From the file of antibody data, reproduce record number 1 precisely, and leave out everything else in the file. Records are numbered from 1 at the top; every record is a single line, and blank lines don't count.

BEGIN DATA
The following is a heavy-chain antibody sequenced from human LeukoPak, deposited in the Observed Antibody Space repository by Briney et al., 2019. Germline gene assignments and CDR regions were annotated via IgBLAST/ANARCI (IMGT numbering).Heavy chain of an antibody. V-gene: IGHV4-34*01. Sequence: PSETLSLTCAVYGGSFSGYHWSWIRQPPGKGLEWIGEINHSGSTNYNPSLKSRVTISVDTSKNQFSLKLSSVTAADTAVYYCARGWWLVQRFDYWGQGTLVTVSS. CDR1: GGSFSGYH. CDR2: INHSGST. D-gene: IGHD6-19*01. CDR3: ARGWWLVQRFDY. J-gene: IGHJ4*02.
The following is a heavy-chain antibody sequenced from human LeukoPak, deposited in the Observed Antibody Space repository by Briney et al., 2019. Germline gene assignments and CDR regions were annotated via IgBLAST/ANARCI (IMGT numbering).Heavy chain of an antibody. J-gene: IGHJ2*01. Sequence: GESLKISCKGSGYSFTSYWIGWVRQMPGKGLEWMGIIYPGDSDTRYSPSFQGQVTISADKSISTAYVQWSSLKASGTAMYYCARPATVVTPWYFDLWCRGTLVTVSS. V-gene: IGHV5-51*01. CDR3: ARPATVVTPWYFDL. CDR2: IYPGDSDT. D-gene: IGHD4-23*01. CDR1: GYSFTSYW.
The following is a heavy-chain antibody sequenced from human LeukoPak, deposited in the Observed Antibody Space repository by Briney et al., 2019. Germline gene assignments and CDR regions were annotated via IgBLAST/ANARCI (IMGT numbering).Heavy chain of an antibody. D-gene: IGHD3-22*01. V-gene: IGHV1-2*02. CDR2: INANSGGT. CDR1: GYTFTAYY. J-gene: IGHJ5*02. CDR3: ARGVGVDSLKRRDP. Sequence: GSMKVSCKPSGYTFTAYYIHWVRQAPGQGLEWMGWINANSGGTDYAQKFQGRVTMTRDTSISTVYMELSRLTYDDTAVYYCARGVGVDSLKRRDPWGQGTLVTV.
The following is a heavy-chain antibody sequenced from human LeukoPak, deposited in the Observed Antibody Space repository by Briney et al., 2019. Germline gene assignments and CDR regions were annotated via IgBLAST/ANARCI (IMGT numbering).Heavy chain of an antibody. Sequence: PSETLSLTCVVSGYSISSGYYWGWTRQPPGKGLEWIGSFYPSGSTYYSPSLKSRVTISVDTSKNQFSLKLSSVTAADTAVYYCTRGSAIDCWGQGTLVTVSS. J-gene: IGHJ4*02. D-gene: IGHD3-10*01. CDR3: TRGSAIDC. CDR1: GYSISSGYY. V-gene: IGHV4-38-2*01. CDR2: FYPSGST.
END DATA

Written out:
The following is a heavy-chain antibody sequenced from human LeukoPak, deposited in the Observed Antibody Space repository by Briney et al., 2019. Germline gene assignments and CDR regions were annotated via IgBLAST/ANARCI (IMGT numbering).Heavy chain of an antibody. V-gene: IGHV4-34*01. Sequence: PSETLSLTCAVYGGSFSGYHWSWIRQPPGKGLEWIGEINHSGSTNYNPSLKSRVTISVDTSKNQFSLKLSSVTAADTAVYYCARGWWLVQRFDYWGQGTLVTVSS. CDR1: GGSFSGYH. CDR2: INHSGST. D-gene: IGHD6-19*01. CDR3: ARGWWLVQRFDY. J-gene: IGHJ4*02.